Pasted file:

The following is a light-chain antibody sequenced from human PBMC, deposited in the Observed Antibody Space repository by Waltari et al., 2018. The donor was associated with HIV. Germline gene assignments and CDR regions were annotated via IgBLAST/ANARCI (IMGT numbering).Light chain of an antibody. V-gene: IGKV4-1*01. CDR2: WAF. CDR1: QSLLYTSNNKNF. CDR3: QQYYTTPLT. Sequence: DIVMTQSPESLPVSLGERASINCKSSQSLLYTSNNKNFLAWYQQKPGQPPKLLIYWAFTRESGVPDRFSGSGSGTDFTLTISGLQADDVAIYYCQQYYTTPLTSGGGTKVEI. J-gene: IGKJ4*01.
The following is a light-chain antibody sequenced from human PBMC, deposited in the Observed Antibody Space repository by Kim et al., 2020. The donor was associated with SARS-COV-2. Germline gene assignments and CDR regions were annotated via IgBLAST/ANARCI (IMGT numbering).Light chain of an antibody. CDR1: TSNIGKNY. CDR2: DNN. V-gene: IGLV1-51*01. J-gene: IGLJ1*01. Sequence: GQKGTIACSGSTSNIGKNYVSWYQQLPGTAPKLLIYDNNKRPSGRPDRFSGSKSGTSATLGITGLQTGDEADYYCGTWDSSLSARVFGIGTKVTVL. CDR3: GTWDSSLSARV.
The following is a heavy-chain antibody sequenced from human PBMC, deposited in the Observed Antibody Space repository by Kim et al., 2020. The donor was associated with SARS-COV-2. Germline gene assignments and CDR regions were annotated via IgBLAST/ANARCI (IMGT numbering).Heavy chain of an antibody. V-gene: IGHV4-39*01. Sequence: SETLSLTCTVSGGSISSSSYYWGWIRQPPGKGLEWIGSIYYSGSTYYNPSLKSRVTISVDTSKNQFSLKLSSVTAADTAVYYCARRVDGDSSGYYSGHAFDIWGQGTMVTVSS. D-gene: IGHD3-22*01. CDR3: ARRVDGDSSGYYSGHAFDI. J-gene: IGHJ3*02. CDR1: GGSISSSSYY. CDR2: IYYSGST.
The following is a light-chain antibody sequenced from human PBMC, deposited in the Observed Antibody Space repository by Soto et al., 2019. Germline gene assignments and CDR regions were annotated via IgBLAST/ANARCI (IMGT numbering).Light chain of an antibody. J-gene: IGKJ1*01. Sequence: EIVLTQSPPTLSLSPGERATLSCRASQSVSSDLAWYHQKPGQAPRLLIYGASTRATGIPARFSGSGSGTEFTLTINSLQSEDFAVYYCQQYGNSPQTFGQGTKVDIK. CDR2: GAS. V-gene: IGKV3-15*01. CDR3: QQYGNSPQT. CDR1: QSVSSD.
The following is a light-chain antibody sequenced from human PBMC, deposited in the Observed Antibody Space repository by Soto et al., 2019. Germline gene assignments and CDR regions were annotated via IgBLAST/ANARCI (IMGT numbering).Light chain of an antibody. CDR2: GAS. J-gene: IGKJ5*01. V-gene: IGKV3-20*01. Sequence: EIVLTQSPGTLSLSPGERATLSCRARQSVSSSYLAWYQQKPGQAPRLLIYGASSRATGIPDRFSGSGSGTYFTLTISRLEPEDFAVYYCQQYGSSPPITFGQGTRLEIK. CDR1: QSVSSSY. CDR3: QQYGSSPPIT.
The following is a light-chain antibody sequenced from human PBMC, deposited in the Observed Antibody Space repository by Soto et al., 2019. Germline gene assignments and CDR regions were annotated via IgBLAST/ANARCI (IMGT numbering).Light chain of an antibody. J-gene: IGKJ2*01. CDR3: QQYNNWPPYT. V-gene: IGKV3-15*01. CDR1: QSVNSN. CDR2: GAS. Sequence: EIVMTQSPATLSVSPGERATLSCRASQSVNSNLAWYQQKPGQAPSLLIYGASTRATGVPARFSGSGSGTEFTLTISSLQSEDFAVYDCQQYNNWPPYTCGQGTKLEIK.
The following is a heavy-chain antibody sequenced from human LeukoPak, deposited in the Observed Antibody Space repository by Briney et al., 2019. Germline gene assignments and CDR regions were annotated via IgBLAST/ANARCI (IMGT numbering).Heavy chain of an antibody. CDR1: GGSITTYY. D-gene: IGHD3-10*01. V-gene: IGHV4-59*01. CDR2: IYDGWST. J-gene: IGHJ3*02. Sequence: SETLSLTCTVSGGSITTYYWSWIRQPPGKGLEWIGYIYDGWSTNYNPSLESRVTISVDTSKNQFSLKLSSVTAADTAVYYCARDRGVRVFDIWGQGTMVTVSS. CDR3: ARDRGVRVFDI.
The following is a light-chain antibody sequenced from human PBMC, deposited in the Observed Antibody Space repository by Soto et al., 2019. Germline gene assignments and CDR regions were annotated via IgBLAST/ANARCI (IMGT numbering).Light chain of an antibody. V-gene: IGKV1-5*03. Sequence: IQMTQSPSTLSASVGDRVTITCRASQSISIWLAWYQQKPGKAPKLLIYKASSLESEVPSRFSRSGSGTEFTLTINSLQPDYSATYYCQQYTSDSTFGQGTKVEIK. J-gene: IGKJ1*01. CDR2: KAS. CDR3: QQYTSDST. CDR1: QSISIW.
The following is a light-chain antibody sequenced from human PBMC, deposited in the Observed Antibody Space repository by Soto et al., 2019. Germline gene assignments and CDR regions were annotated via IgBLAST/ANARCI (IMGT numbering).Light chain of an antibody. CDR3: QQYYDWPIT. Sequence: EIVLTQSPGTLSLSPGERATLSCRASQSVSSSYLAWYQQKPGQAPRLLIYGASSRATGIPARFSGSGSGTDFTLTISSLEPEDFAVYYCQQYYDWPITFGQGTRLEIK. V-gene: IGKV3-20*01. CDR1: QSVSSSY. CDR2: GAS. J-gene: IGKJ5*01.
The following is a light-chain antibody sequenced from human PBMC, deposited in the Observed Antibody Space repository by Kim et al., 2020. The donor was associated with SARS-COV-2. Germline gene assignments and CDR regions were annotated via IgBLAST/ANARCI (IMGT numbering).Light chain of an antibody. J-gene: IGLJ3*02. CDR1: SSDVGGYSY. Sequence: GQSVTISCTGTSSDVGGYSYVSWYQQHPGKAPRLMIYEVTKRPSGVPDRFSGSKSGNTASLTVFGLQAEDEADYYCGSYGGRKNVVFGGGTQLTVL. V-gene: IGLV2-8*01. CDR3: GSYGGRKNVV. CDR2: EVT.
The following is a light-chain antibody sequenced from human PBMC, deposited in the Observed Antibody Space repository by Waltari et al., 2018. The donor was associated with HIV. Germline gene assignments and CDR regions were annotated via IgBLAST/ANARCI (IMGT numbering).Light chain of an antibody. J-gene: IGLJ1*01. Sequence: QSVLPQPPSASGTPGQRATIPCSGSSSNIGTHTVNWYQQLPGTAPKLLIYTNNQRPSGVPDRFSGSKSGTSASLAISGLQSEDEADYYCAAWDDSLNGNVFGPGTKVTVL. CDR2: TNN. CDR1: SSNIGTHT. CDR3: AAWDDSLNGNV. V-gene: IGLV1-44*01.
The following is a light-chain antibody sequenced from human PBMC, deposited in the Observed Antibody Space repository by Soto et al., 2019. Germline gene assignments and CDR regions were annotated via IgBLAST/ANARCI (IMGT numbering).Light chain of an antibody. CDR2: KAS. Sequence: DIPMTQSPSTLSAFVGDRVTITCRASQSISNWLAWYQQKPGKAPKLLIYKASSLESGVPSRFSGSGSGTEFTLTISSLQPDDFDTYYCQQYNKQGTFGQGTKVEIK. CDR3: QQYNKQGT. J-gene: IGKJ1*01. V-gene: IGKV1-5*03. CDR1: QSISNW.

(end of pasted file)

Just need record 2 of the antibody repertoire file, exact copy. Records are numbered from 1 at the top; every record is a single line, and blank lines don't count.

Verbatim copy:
The following is a light-chain antibody sequenced from human PBMC, deposited in the Observed Antibody Space repository by Kim et al., 2020. The donor was associated with SARS-COV-2. Germline gene assignments and CDR regions were annotated via IgBLAST/ANARCI (IMGT numbering).Light chain of an antibody. CDR1: TSNIGKNY. CDR2: DNN. V-gene: IGLV1-51*01. J-gene: IGLJ1*01. Sequence: GQKGTIACSGSTSNIGKNYVSWYQQLPGTAPKLLIYDNNKRPSGRPDRFSGSKSGTSATLGITGLQTGDEADYYCGTWDSSLSARVFGIGTKVTVL. CDR3: GTWDSSLSARV.